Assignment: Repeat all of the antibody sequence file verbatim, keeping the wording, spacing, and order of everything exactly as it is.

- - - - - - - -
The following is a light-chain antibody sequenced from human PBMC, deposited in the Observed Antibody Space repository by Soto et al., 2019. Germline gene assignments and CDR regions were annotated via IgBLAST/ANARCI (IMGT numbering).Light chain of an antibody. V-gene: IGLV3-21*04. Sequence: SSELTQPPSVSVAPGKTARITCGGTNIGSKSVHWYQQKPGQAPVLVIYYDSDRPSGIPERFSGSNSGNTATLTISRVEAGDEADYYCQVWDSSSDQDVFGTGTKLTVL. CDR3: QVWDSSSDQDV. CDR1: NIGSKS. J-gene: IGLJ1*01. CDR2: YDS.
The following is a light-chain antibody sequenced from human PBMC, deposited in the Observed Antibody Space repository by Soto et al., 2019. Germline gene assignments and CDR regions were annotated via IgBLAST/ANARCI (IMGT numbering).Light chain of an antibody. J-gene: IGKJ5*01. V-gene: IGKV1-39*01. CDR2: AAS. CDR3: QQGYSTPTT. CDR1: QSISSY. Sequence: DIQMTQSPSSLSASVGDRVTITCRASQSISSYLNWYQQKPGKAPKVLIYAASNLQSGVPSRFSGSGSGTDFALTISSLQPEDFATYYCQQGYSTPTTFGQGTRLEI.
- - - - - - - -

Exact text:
The following is a light-chain antibody sequenced from human PBMC, deposited in the Observed Antibody Space repository by Soto et al., 2019. Germline gene assignments and CDR regions were annotated via IgBLAST/ANARCI (IMGT numbering).Light chain of an antibody. V-gene: IGLV3-21*04. Sequence: SSELTQPPSVSVAPGKTARITCGGTNIGSKSVHWYQQKPGQAPVLVIYYDSDRPSGIPERFSGSNSGNTATLTISRVEAGDEADYYCQVWDSSSDQDVFGTGTKLTVL. CDR3: QVWDSSSDQDV. CDR1: NIGSKS. J-gene: IGLJ1*01. CDR2: YDS.
The following is a light-chain antibody sequenced from human PBMC, deposited in the Observed Antibody Space repository by Soto et al., 2019. Germline gene assignments and CDR regions were annotated via IgBLAST/ANARCI (IMGT numbering).Light chain of an antibody. J-gene: IGKJ5*01. V-gene: IGKV1-39*01. CDR2: AAS. CDR3: QQGYSTPTT. CDR1: QSISSY. Sequence: DIQMTQSPSSLSASVGDRVTITCRASQSISSYLNWYQQKPGKAPKVLIYAASNLQSGVPSRFSGSGSGTDFALTISSLQPEDFATYYCQQGYSTPTTFGQGTRLEI.